With one of the world’s highest HIV prevalence rates at 18.3 percent, the South African Department of Health has ambitious goals to actively identify and link all people living with HIV to high-quality health services.
“We are striving to scale up index testing and HIV self-testing; however, we have a few challenges with actively linking newly diagnosed people to care and HIV treatment because of both structural and client-related barriers such as long waiting times, health-seeking behavior, treatment readiness, and socio-economic challenges,” said Tshepo Molapo, PhD, acting director for Care and Treatment at the South Africa Department of Health (NDOH). “This has contributed to an antiretroviral treatment (ART) gap of over 1.8 million.”
Therefore, with CQUIN support, South Africa participated in a learning visit to Nigeria to observe their community-based pharmacy model.
From February 19 to 24, 2023, the Nigeria Ministry of Health, led by Irene Esu, MBBS, MPH, FMCPH, ART coordinator, hosted the five-day learning visit, which included trips to several health facilities, including primary health care facilities, a major district hospital, and three community pharmacies.
The South African delegation included South Africa’s Care and Treatment directorate team members. “We were really impressed with Nigeria’s system and learned a lot about how the country tracks and monitors patient care, to the comprehensiveness of services offered at pharmacies. There were many lessons learned which we plan to implement over the coming year,” said Musa Manganye, MPH, DrPH, DSD coordinator with the South Africa Department of Health.
“We were keen on learning and understanding the impact of Decentralized Drug Distribution through private pharmacies and other community-based ART Models to come up with ideas on how to get care to hard-to-reach populations within the community,” said Dr. Manganye.
South Africa hopes to optimize health care worker and recipient of care relations and rapport. The NDOH is also considering engaging community pharmacies to enhance ‘test and treat’ in communities, among other considerations made due to the visit. “Nigeria seems to have maximized and sustained a provider–client relationship to enhance positive clinical outcomes,” Dr. Manganye added.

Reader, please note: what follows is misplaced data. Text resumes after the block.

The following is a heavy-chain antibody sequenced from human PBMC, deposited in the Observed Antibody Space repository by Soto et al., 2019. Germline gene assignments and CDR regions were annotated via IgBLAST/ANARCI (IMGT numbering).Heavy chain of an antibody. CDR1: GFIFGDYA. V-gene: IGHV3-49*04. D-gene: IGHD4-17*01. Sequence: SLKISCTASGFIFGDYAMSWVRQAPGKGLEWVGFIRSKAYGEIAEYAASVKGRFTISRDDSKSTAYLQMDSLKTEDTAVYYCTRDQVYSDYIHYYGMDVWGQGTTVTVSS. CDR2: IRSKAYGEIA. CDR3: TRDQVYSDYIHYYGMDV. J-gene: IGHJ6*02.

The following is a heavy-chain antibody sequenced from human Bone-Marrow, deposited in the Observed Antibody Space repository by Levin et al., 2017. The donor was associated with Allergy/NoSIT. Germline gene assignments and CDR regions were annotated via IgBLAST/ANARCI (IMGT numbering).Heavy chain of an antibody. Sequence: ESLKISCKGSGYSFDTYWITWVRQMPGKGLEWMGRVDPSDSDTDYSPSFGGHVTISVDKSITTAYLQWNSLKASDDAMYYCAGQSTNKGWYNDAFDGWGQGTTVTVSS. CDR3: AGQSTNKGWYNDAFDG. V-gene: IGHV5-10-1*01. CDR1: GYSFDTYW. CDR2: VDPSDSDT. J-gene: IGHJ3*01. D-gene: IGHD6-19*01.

“It was a pleasure hosting the South Africa team. We look forward to hosting more countries and taking them through our successes and challenges to help them conduct the needed assessments before implementing a community DSD model,” said Dr. Esu.
“South Africa has hosted several country learning visits; this was their first visit to learn from another country,” said Martin Msukwa, MPH, BSN, CQUIN regional advisor, who accompanied the delegation on the visit. “The focus of their visit was to learn about the use of community pharmacies to provide ART services, especially in rural areas. CQUIN was happy to facilitate this country visit and will work with the South Africa team to implement best practices learned from Nigeria.”
CQUIN member countries participate in country-to-country (C2C) visits to learn from one another and see Differentiated Service Delivery-related (DSD) best practices in action. C2C visits tap into the shared innovation of the member network, empowering participants to identify new approaches, learn from current successes, and further enhance the scale-up of DSD. Visiting teams generally include representatives of the ministry of health, the national network of people living with HIV, donors, implementing partners, and other stakeholders.